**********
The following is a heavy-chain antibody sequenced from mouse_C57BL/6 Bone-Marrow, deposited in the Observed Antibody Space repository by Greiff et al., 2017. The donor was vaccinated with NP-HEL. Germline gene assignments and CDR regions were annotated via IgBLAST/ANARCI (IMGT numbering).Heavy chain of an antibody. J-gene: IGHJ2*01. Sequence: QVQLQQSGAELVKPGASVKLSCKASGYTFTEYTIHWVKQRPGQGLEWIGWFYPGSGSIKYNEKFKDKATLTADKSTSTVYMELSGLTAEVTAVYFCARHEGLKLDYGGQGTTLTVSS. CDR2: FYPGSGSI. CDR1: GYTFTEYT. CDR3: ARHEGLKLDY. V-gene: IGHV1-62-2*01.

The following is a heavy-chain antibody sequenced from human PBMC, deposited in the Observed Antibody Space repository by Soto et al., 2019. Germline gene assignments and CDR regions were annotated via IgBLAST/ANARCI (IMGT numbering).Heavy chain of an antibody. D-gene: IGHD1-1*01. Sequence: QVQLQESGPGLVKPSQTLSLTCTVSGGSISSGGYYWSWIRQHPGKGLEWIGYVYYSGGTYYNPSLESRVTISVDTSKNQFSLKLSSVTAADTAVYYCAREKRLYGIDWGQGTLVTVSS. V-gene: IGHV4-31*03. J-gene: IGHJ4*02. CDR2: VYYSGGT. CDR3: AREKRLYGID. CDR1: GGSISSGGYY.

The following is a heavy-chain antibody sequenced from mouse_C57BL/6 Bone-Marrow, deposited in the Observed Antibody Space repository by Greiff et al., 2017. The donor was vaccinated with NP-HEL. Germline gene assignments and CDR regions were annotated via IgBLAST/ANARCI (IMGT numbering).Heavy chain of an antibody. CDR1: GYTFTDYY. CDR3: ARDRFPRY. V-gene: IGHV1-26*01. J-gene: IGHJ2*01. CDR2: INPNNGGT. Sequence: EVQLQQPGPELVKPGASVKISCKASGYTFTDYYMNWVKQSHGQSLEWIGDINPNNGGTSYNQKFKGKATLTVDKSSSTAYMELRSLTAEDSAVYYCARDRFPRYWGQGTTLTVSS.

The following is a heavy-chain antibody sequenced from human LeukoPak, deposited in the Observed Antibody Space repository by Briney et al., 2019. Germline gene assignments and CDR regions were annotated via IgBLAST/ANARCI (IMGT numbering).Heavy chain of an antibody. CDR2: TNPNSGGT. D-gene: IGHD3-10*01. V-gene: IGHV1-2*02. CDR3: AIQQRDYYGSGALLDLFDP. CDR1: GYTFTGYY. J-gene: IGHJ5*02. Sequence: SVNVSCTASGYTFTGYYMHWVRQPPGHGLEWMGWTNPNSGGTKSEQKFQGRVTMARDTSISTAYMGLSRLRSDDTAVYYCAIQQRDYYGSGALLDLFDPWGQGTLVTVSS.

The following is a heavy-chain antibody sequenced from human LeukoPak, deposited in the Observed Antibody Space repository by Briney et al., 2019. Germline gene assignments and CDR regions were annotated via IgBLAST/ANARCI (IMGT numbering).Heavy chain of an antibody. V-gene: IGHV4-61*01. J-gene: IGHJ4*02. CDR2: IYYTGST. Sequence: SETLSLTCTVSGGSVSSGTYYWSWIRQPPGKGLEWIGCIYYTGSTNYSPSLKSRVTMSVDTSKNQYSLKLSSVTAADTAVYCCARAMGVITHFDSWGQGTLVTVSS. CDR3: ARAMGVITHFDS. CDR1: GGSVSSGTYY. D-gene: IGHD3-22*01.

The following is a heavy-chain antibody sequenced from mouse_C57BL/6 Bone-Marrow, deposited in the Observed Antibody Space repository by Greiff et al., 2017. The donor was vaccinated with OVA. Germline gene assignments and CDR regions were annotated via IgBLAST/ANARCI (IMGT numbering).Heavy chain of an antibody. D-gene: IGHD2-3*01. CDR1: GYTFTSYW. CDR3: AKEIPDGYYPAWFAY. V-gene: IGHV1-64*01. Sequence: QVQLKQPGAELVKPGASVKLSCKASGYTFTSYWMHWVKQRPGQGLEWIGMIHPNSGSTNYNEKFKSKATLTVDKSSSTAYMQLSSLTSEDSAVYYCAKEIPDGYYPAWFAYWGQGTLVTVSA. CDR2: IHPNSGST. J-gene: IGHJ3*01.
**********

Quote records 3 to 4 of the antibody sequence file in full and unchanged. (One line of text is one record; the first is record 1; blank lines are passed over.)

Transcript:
The following is a heavy-chain antibody sequenced from mouse_C57BL/6 Bone-Marrow, deposited in the Observed Antibody Space repository by Greiff et al., 2017. The donor was vaccinated with NP-HEL. Germline gene assignments and CDR regions were annotated via IgBLAST/ANARCI (IMGT numbering).Heavy chain of an antibody. CDR1: GYTFTDYY. CDR3: ARDRFPRY. V-gene: IGHV1-26*01. J-gene: IGHJ2*01. CDR2: INPNNGGT. Sequence: EVQLQQPGPELVKPGASVKISCKASGYTFTDYYMNWVKQSHGQSLEWIGDINPNNGGTSYNQKFKGKATLTVDKSSSTAYMELRSLTAEDSAVYYCARDRFPRYWGQGTTLTVSS.

The following is a heavy-chain antibody sequenced from human LeukoPak, deposited in the Observed Antibody Space repository by Briney et al., 2019. Germline gene assignments and CDR regions were annotated via IgBLAST/ANARCI (IMGT numbering).Heavy chain of an antibody. CDR2: TNPNSGGT. D-gene: IGHD3-10*01. V-gene: IGHV1-2*02. CDR3: AIQQRDYYGSGALLDLFDP. CDR1: GYTFTGYY. J-gene: IGHJ5*02. Sequence: SVNVSCTASGYTFTGYYMHWVRQPPGHGLEWMGWTNPNSGGTKSEQKFQGRVTMARDTSISTAYMGLSRLRSDDTAVYYCAIQQRDYYGSGALLDLFDPWGQGTLVTVSS.